Health

Bad With Numbers? It Turns Out There’s a Fun Way to Help Reverse ‘Math Trauma’

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Math tends to be seen as one of the most notoriously hated subjects taught in school. After learning the basics of adding and subtracting, we can start to feel overwhelmed when new formulas start to appear. According to Jennifer Ruef, a professor from the University of Oregon, this is a form of something called “math trauma” that many have experienced in their lives.

While writing for The Conversation in November 2018, Ruef defined the mathematical debilitation as a “mental shutdown when it comes to doing mathematics.” She says this manifests in us as anxiety or dread based on a fear of simply being wrong. The aversion to math is stemmed from an emphasis on speed most kids are put through when learning to solve equations. “People who struggle to complete a timed test of math facts often experience fear, which shuts down their working memory,” Ruef explained. Even being good at those timed tests can cause the trauma, however. Believing you’re good at math because you’re able to compute things quickly can lead to a “fragile math identity” — meaning the first time you actually do struggle with an equation can lead to the same traumatic shutdown response.

You probably remember learning drills for multiplication tables and division equations. Instead of knowing why 3 x 5 = 15, we just memorized it as an easily-forgotten fact. Ruef says this method has been outdated for decades, but somehow remained the norm in schools. Instead, she recommends bringing wonder and joy into learning math instead — even for those of us who are already well out of school and claim to be “bad with numbers.” Games like Sudoku can help your mind rebound from the trauma and learn unpack the equations. You’ll also feel the validation of a completed puzzle, which will encourage your brain to stop shying away from numbers altogether.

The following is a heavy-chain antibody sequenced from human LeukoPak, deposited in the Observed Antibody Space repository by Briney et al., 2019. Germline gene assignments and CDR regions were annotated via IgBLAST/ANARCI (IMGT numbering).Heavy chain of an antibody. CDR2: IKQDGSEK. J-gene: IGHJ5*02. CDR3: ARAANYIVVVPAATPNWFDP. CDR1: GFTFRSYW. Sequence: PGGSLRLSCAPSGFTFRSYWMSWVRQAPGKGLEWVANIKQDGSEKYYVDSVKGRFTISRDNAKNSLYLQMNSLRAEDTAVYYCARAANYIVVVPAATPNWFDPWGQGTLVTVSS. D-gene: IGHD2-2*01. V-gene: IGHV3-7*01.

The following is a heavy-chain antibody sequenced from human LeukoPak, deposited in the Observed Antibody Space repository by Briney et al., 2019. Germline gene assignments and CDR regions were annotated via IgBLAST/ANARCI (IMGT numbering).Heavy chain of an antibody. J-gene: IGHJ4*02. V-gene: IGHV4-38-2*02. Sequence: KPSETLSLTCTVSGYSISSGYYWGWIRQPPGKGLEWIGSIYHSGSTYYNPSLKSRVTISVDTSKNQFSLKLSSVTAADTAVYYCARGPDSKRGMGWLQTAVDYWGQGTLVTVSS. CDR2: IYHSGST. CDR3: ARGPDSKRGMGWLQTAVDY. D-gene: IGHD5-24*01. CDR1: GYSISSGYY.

If you’re helping one of the youngsters in your life with their math homework, have them explain why they came to the conclusion they found rather than simply moving on from each right answer. Using visuals can help them really absorb the information, too. Either way, there’s hope for anyone who thinks they just don’t have a head for numbers.

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